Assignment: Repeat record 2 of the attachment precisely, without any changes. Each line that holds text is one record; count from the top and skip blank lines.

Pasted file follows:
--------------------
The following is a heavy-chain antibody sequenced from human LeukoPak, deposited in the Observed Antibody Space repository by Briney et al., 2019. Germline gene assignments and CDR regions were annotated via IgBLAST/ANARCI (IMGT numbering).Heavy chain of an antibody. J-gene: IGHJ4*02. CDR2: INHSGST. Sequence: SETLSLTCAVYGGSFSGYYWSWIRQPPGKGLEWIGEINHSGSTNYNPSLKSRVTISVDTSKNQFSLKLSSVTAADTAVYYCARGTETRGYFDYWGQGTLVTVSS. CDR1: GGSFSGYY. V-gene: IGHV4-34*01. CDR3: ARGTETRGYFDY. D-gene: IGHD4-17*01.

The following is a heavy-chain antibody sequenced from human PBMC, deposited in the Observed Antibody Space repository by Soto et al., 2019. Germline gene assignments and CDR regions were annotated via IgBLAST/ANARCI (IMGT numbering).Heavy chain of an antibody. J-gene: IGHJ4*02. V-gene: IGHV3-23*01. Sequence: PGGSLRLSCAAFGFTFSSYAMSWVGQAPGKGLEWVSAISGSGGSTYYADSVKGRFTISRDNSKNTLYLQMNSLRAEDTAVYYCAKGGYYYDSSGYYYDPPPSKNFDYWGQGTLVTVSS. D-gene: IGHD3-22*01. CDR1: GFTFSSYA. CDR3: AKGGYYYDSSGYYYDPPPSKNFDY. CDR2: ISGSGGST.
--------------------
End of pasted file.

The following is a heavy-chain antibody sequenced from human PBMC, deposited in the Observed Antibody Space repository by Soto et al., 2019. Germline gene assignments and CDR regions were annotated via IgBLAST/ANARCI (IMGT numbering).Heavy chain of an antibody. J-gene: IGHJ4*02. V-gene: IGHV3-23*01. Sequence: PGGSLRLSCAAFGFTFSSYAMSWVGQAPGKGLEWVSAISGSGGSTYYADSVKGRFTISRDNSKNTLYLQMNSLRAEDTAVYYCAKGGYYYDSSGYYYDPPPSKNFDYWGQGTLVTVSS. D-gene: IGHD3-22*01. CDR1: GFTFSSYA. CDR3: AKGGYYYDSSGYYYDPPPSKNFDY. CDR2: ISGSGGST.